CBS Corporation announced on Tuesday that it was putting its radio business on the block, as the media company aims to streamline its business to focus on its broadcast network, the premium channel Showtime and digital.
Leslie Moonves, the chief executive of CBS, said that the company was looking at a number of strategic options but provided few other details. Speaking at the company’s investor meeting in New York, he compared the development to CBS’s move two years ago to separate its billboard business in an effort to “unlock shareholder value.”
CBS owns 117 radio stations in 26 markets, which it estimates reach 70 million people in the United States each week. Mr. Moonves has been suggesting for years that he was willing to reduce the company’s holdings in radio. CBS has disposed of a number of stations already, such as through a deal with the Beasley Broadcasting Group in 2014 in which CBS traded 14 of its stations for five of Beasley’s.
Eighty-eight years ago, the company's founder, William S. Paley, bought the nascent Columbia Broadcasting System, and those radio stations became the nucleus of a budding broadcast empire.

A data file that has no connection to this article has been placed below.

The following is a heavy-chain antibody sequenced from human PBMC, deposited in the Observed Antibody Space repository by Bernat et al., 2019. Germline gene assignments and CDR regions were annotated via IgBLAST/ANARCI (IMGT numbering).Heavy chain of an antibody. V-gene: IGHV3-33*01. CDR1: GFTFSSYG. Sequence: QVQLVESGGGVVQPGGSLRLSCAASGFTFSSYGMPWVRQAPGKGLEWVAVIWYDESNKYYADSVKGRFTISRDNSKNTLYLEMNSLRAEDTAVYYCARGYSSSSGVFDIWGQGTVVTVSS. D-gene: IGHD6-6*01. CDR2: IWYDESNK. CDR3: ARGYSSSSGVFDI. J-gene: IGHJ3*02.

But on Tuesday, CBS Chairman and Chief Executive Leslie Moonves said the company was exploring strategic options, including a sale or spinoff, of its entire radio division.
“The aim here is to unlock value for our shareholders,” said Moonves, who made the announcement during an investor day in New York.
The decision marks the end of an era and highlights the waning influence of commercial radio, which is no longer considered a growth industry. Young adults spend more time listening to digital music files, podcasts and subscription Internet radio services such as Spotify and Pandora. The shift has prompted major advertisers, including car dealerships, wireless phone companies and financial services firms, to steer more of their marketing dollars to digital platforms.